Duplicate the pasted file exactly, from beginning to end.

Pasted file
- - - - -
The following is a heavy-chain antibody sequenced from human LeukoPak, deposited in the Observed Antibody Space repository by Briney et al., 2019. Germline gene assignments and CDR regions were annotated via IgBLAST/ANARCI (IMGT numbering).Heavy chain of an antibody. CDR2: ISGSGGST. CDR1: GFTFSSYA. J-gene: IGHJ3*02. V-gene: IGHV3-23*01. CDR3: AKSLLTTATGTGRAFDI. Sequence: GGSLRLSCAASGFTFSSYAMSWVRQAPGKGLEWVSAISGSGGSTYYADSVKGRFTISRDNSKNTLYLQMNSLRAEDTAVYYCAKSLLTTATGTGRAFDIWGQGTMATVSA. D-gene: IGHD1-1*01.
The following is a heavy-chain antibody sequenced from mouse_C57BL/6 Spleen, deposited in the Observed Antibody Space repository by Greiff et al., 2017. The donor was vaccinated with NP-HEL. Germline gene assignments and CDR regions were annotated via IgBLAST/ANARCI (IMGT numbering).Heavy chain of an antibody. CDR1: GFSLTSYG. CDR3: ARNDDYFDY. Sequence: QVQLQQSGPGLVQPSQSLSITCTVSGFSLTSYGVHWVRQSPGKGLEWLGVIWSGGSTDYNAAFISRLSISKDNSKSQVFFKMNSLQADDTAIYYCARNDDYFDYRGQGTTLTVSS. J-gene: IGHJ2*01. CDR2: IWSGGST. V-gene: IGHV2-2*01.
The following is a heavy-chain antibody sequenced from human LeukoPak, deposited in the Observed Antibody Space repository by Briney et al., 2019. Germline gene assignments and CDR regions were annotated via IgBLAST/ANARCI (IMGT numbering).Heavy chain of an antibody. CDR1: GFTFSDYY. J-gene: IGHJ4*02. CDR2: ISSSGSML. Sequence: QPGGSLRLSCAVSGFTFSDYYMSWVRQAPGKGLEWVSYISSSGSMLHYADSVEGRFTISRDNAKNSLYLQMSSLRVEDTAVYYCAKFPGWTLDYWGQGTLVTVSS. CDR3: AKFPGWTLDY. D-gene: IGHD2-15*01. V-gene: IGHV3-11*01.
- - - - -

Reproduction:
The following is a heavy-chain antibody sequenced from human LeukoPak, deposited in the Observed Antibody Space repository by Briney et al., 2019. Germline gene assignments and CDR regions were annotated via IgBLAST/ANARCI (IMGT numbering).Heavy chain of an antibody. CDR2: ISGSGGST. CDR1: GFTFSSYA. J-gene: IGHJ3*02. V-gene: IGHV3-23*01. CDR3: AKSLLTTATGTGRAFDI. Sequence: GGSLRLSCAASGFTFSSYAMSWVRQAPGKGLEWVSAISGSGGSTYYADSVKGRFTISRDNSKNTLYLQMNSLRAEDTAVYYCAKSLLTTATGTGRAFDIWGQGTMATVSA. D-gene: IGHD1-1*01.
The following is a heavy-chain antibody sequenced from mouse_C57BL/6 Spleen, deposited in the Observed Antibody Space repository by Greiff et al., 2017. The donor was vaccinated with NP-HEL. Germline gene assignments and CDR regions were annotated via IgBLAST/ANARCI (IMGT numbering).Heavy chain of an antibody. CDR1: GFSLTSYG. CDR3: ARNDDYFDY. Sequence: QVQLQQSGPGLVQPSQSLSITCTVSGFSLTSYGVHWVRQSPGKGLEWLGVIWSGGSTDYNAAFISRLSISKDNSKSQVFFKMNSLQADDTAIYYCARNDDYFDYRGQGTTLTVSS. J-gene: IGHJ2*01. CDR2: IWSGGST. V-gene: IGHV2-2*01.
The following is a heavy-chain antibody sequenced from human LeukoPak, deposited in the Observed Antibody Space repository by Briney et al., 2019. Germline gene assignments and CDR regions were annotated via IgBLAST/ANARCI (IMGT numbering).Heavy chain of an antibody. CDR1: GFTFSDYY. J-gene: IGHJ4*02. CDR2: ISSSGSML. Sequence: QPGGSLRLSCAVSGFTFSDYYMSWVRQAPGKGLEWVSYISSSGSMLHYADSVEGRFTISRDNAKNSLYLQMSSLRVEDTAVYYCAKFPGWTLDYWGQGTLVTVSS. CDR3: AKFPGWTLDY. D-gene: IGHD2-15*01. V-gene: IGHV3-11*01.